Norm McLeish performing an early morning crossing of the Mitta-Mitta River at Yankee Point.
Norm McLeish performing an early morning crossing of the Mitta-Mitta River at Yankee Point. This section of the old Alpine Walking Track now lies beneath the waters of the Dartmouth Dam. This photo was taken on the final stage of the Club's project to walk the AWT, 25 March (Easter) 1978.
Bob Douglas collection

I started jotting down leaders' names as I thumbed my way through the walks programmes. After about seventy names I gave up. You can see, therefore, that the few names herein mentioned fall far short of the many contributors who made the seventies such a memorable decade. It is the same with the walks. Only a few of an overwhelming number of great walks are highlighted here. To all those who helped the seventies be the great decade it was, we owe you heartfelt gratitude.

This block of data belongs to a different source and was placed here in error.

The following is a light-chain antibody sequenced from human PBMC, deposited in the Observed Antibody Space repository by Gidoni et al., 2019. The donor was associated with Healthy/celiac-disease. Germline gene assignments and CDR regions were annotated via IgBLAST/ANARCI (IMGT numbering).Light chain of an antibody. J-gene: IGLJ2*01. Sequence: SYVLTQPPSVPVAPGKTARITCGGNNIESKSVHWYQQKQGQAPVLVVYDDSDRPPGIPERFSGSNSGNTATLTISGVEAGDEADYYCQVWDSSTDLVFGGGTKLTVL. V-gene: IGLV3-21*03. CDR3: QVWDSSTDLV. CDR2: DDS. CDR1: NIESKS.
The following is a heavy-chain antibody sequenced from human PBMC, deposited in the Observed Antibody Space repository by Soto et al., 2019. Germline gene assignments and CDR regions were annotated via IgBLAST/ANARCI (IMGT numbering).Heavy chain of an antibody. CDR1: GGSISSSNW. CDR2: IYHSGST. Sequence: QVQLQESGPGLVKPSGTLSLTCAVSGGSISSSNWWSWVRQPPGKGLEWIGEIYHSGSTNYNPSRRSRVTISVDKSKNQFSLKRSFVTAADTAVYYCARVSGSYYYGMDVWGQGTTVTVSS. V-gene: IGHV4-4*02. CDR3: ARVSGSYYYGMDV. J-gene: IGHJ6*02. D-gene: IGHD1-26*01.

To illustrate this narrative I have drawn on the inspiration of others regarding the burning question of why we walk. In the closing lines of his Editorial for Walk 1974, W-J writes, '... if as Geoff Mosley has it, we can ensure the "preservation of danger" so that no-one may feel that he has reached the end of the world and found it tame, then perhaps the bushwalker has something of importance for the post-industrial society of the twenty-first century'.